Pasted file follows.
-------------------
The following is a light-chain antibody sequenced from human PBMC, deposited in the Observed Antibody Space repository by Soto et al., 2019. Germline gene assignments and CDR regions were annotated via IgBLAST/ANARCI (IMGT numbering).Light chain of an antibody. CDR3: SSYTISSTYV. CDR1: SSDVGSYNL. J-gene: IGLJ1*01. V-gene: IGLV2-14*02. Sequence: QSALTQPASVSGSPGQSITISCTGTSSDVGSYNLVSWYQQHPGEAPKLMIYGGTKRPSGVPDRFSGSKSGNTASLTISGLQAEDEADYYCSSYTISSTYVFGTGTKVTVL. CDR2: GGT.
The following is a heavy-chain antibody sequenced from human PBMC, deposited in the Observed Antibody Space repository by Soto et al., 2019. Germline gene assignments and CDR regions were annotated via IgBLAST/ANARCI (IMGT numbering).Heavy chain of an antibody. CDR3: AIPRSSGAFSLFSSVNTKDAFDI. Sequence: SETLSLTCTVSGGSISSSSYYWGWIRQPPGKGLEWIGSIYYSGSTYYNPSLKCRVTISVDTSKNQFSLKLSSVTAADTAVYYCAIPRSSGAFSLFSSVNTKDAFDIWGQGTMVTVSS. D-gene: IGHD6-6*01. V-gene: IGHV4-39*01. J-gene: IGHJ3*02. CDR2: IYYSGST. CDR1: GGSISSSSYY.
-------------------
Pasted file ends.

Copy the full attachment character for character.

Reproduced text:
The following is a light-chain antibody sequenced from human PBMC, deposited in the Observed Antibody Space repository by Soto et al., 2019. Germline gene assignments and CDR regions were annotated via IgBLAST/ANARCI (IMGT numbering).Light chain of an antibody. CDR3: SSYTISSTYV. CDR1: SSDVGSYNL. J-gene: IGLJ1*01. V-gene: IGLV2-14*02. Sequence: QSALTQPASVSGSPGQSITISCTGTSSDVGSYNLVSWYQQHPGEAPKLMIYGGTKRPSGVPDRFSGSKSGNTASLTISGLQAEDEADYYCSSYTISSTYVFGTGTKVTVL. CDR2: GGT.
The following is a heavy-chain antibody sequenced from human PBMC, deposited in the Observed Antibody Space repository by Soto et al., 2019. Germline gene assignments and CDR regions were annotated via IgBLAST/ANARCI (IMGT numbering).Heavy chain of an antibody. CDR3: AIPRSSGAFSLFSSVNTKDAFDI. Sequence: SETLSLTCTVSGGSISSSSYYWGWIRQPPGKGLEWIGSIYYSGSTYYNPSLKCRVTISVDTSKNQFSLKLSSVTAADTAVYYCAIPRSSGAFSLFSSVNTKDAFDIWGQGTMVTVSS. D-gene: IGHD6-6*01. V-gene: IGHV4-39*01. J-gene: IGHJ3*02. CDR2: IYYSGST. CDR1: GGSISSSSYY.